The seriousness of the ads in #SB49 was the the major theme of most ad commentators today. By far the most controversial and serious ad was from Nationwide titled #Make Safe Happen. While the overwhelming social media reaction was negative, according to data from Amobee Brand Intelligence, which said that 64% of the more than 238,000 public social media mentions about Nationwide on Sunday were negative. My question is whether it may eventually raise more awareness from the social media discussion it started than from the ad itself.
Take a look at the ad before you make your final decision…
Beyond the Nationwide spot, there were several other spots which dealt with serious and sentimental themes like domestic abuse, fatherhood and bullying. One ad expert said it best in the New York Times review,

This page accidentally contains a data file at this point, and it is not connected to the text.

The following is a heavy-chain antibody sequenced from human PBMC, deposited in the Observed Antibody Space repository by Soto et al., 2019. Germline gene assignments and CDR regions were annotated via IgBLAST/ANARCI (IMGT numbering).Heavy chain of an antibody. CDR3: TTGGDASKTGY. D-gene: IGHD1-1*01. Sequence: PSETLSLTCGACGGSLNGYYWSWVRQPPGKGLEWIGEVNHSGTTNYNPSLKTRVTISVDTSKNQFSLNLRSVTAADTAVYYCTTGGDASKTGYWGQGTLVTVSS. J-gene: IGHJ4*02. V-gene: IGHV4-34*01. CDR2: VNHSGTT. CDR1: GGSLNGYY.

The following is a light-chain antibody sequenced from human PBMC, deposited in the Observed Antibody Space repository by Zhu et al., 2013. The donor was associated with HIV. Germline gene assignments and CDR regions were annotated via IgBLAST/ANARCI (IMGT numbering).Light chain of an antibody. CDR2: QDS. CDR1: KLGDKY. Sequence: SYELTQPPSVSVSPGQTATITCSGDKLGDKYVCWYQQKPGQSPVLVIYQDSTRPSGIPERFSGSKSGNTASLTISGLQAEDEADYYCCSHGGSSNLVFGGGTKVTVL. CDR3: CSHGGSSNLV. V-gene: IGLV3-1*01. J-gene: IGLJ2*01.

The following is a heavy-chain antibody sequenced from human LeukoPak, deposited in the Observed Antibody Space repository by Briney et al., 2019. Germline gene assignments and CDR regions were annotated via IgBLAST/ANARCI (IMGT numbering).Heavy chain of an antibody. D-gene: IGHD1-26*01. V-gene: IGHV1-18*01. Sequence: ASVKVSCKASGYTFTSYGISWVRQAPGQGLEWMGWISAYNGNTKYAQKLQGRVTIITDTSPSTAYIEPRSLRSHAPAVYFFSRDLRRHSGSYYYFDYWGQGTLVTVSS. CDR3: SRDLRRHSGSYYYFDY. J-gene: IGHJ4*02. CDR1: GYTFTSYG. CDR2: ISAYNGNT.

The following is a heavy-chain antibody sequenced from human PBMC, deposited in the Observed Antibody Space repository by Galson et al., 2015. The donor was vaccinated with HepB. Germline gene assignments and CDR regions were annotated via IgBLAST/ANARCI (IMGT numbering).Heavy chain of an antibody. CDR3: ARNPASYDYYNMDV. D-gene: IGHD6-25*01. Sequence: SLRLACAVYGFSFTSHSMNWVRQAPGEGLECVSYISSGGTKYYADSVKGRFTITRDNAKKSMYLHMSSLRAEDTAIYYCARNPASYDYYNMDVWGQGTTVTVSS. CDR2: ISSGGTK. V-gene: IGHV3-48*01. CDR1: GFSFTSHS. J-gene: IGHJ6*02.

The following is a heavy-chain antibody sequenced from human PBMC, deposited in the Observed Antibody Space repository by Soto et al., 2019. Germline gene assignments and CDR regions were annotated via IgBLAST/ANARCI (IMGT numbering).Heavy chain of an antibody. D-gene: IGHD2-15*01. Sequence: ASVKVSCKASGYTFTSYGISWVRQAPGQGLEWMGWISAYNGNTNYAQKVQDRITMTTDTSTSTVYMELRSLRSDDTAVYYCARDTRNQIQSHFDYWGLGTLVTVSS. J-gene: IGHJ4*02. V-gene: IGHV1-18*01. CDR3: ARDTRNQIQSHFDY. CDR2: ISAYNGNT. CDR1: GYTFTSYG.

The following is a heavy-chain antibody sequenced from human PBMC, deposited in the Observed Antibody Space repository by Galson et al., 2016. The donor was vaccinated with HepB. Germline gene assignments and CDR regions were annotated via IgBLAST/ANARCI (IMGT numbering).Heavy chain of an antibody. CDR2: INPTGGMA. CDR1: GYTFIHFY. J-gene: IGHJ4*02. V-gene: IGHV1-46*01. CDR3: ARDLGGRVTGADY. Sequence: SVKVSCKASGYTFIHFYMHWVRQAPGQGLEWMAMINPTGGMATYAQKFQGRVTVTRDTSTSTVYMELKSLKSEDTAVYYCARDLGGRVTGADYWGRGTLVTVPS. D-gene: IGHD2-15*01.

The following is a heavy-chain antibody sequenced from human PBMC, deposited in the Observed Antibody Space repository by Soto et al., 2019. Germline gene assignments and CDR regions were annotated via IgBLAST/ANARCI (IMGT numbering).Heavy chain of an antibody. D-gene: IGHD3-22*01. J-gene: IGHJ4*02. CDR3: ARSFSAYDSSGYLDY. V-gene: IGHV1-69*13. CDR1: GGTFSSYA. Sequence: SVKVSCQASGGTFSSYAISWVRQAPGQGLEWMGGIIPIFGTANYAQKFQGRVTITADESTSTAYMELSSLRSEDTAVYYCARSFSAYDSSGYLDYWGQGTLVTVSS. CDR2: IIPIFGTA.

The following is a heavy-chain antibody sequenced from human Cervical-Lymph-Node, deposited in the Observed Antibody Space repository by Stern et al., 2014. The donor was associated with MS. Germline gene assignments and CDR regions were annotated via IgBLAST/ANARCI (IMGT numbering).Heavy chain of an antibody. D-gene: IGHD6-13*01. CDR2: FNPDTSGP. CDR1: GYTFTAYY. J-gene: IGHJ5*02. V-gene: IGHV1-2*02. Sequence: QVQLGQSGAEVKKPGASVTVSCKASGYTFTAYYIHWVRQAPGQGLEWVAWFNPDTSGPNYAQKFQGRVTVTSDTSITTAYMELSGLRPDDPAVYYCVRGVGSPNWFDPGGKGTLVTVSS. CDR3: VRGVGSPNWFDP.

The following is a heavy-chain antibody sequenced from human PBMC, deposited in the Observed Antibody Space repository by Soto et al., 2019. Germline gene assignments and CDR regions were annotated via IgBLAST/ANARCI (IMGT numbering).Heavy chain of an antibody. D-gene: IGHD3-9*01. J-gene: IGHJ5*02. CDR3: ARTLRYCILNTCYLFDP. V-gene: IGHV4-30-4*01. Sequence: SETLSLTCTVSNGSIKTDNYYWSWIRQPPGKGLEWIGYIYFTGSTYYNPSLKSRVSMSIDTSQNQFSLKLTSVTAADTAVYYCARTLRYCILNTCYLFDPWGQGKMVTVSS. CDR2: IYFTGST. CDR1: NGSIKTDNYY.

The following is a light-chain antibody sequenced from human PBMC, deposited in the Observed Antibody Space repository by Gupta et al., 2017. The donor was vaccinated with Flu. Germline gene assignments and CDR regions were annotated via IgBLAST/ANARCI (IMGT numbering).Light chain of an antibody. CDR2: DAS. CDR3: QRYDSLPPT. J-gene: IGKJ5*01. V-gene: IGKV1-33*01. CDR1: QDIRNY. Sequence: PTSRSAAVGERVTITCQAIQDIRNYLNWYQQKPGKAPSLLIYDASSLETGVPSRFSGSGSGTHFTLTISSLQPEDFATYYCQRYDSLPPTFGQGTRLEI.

“Finally, a more serious Super Bowl with a high dose of humanity on display,” said Adam Tucker, president of WPP’s Ogilvy & Mather advertising in New York.”
Given the multiple hits to the NFL brand this year from domestic abuse to deflated footballs, I think that the overall tone of this year’s ads is a marketing response to the downer year. The NFL itself dealt with these dark themes in 2014 and marketers seem to take their cue from this reality.
But, I hope that we have turned a corner in Super Bowl advertising and realized that a captive audience of 100 million viewers is too good to waste on only humorous or even silly ads. Think of all the good that could be done if even a fraction of the $332 million spent was focused on improving education or ending homelessness. In the end I believe that you need a mix of entertaining and serious ads. While I think that the Nationwide ad was probably too much of a downer for the big game, I do believe that rest of the ad mix was just right and I hope that a real social media discussion of these issues continues well into the future.